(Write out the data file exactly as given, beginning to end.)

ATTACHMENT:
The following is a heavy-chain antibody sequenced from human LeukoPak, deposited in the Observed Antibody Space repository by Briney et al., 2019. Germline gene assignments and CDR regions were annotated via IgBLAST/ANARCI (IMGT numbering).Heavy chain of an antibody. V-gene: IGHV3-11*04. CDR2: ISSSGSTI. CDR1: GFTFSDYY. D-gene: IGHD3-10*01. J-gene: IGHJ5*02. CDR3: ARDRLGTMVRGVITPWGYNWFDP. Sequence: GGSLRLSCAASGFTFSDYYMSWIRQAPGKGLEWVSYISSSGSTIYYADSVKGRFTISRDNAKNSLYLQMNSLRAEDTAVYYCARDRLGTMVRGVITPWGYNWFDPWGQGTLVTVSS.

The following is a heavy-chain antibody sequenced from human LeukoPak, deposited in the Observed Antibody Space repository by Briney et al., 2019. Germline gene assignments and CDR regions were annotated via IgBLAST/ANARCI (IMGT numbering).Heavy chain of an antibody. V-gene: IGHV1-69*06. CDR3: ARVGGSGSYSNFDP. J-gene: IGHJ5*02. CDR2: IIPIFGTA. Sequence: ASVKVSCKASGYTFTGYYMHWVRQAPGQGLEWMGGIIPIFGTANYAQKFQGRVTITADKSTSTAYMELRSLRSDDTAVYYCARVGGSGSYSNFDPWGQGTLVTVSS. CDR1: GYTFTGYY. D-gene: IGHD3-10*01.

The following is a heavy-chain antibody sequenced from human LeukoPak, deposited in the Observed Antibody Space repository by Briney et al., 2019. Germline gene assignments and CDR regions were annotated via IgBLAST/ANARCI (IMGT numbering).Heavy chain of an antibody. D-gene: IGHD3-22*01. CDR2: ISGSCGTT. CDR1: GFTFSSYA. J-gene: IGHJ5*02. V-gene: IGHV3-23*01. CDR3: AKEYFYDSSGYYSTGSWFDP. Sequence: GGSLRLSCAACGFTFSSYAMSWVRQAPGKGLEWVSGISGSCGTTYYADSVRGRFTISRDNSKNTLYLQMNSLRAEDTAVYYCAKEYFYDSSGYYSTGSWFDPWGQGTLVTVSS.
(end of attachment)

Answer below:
The following is a heavy-chain antibody sequenced from human LeukoPak, deposited in the Observed Antibody Space repository by Briney et al., 2019. Germline gene assignments and CDR regions were annotated via IgBLAST/ANARCI (IMGT numbering).Heavy chain of an antibody. V-gene: IGHV3-11*04. CDR2: ISSSGSTI. CDR1: GFTFSDYY. D-gene: IGHD3-10*01. J-gene: IGHJ5*02. CDR3: ARDRLGTMVRGVITPWGYNWFDP. Sequence: GGSLRLSCAASGFTFSDYYMSWIRQAPGKGLEWVSYISSSGSTIYYADSVKGRFTISRDNAKNSLYLQMNSLRAEDTAVYYCARDRLGTMVRGVITPWGYNWFDPWGQGTLVTVSS.

The following is a heavy-chain antibody sequenced from human LeukoPak, deposited in the Observed Antibody Space repository by Briney et al., 2019. Germline gene assignments and CDR regions were annotated via IgBLAST/ANARCI (IMGT numbering).Heavy chain of an antibody. V-gene: IGHV1-69*06. CDR3: ARVGGSGSYSNFDP. J-gene: IGHJ5*02. CDR2: IIPIFGTA. Sequence: ASVKVSCKASGYTFTGYYMHWVRQAPGQGLEWMGGIIPIFGTANYAQKFQGRVTITADKSTSTAYMELRSLRSDDTAVYYCARVGGSGSYSNFDPWGQGTLVTVSS. CDR1: GYTFTGYY. D-gene: IGHD3-10*01.

The following is a heavy-chain antibody sequenced from human LeukoPak, deposited in the Observed Antibody Space repository by Briney et al., 2019. Germline gene assignments and CDR regions were annotated via IgBLAST/ANARCI (IMGT numbering).Heavy chain of an antibody. D-gene: IGHD3-22*01. CDR2: ISGSCGTT. CDR1: GFTFSSYA. J-gene: IGHJ5*02. V-gene: IGHV3-23*01. CDR3: AKEYFYDSSGYYSTGSWFDP. Sequence: GGSLRLSCAACGFTFSSYAMSWVRQAPGKGLEWVSGISGSCGTTYYADSVRGRFTISRDNSKNTLYLQMNSLRAEDTAVYYCAKEYFYDSSGYYSTGSWFDPWGQGTLVTVSS.